08 Nov Art illuminating Colorado’s refugee communities is fundraiser for APDC
Here are several reasons to attend this Friday’s very cool “Language of the Journey – Through the Eyes of Artists” fundraiser for the Asian Pacific Development Center.
First, the project is a showcase of artists at Metro State College’s Department of Art, led by professor Carlos Fresquez, one of Denver’s most talented veteran painters and muralists. The art reception includes over 70 pieces from painting to jewelry, all up for auction.
Second, the artwork spotlights the experiences of Colorado’s multicultural refugee communities. The artists spent time and got to know local refugees from diverse locations such as Bhutan, Burma, Iraq, Sudan and Laos. You may have read in the past year about how Bhutanese and Burmese refugees have been attacked in Colorado, a sad irony since they came here to flee the violence and repression of their home countries. Colorado has welcomed refugees from all over the world for over 30 years. According to APDC, in 2010 alone, over 1,000 refugees from Burma, Bhutan, Nepal and Thailand came to Colorado.
Third, most of the proceeds from the artwork will go to the Asian Pacific Development Center. If you’re not familiar with it, APDC is a remarkable organization that’s provided culturally appropriate health and mental health and related services to the area’s Asian and Pacific Islander communities for over 30 years, including having interpreters on hand for immigrants who often have cultural values that prevent them from reaching out for help. APDC is in the midst of a capital campaign to raise $1.5 million for a new central facility to replace the three separate smaller locations the organization currently operates.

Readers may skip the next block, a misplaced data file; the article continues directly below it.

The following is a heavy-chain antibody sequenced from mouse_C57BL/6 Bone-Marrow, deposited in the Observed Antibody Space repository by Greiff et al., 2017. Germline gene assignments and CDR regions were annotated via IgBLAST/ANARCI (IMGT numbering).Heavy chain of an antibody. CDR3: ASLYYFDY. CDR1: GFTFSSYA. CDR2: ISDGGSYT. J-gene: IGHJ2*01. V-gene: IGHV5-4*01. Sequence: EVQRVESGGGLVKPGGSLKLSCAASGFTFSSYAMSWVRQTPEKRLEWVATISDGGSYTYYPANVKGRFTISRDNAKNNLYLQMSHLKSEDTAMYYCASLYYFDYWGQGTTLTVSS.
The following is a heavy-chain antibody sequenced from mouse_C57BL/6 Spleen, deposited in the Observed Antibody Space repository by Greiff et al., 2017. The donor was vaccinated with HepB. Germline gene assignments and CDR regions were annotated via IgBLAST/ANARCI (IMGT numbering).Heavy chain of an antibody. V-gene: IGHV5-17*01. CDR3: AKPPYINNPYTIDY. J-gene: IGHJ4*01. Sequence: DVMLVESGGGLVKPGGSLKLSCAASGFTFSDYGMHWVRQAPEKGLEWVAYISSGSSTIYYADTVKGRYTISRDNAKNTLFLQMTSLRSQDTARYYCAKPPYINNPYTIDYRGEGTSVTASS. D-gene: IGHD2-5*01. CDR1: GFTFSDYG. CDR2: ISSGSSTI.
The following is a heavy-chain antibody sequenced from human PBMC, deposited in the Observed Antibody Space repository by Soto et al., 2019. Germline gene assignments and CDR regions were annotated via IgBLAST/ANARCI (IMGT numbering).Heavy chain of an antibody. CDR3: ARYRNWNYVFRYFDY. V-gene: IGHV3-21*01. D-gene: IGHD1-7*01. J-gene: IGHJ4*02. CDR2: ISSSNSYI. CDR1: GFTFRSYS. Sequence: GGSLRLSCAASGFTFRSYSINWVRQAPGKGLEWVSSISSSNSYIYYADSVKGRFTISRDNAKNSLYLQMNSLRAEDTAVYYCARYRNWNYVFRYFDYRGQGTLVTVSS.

Fourth, Denver Mayor Michael Hancock and Colorado Senator Mark Udall are the co-hosts for “Language of the Journey – Through the Eyes of Artists,” and Hancock will be there to offer his remarks. It’s always cool to rub shoulders with Hizzoner, who follows in the footsteps of previous Mayor Hickenlooper in his support of both the arts and the Asian community.
Fifth, how can you resist the super-cool poster for this event? It has the emotional punch, dynamism and energy of classic 1950s and ’60s graphic arts with its funky type treatment and evocative upheld arm.
The event is 6:30-8:30 pm Friday, Nov. 11 at Tears-McFarlane House (1290 Williams St., Denver), which some of you may know as the headquarters for Capitol Hill United Neighborhoods, the folks who bring us the Capitol Hill Peoples Fair every year. Admission is $30 and you get to enjoy not just the artwork, but live glass blowing, live body art, live music, appetizers, wine and cupcakes — you know, the usual fundraiser stuff.
Be there or be square.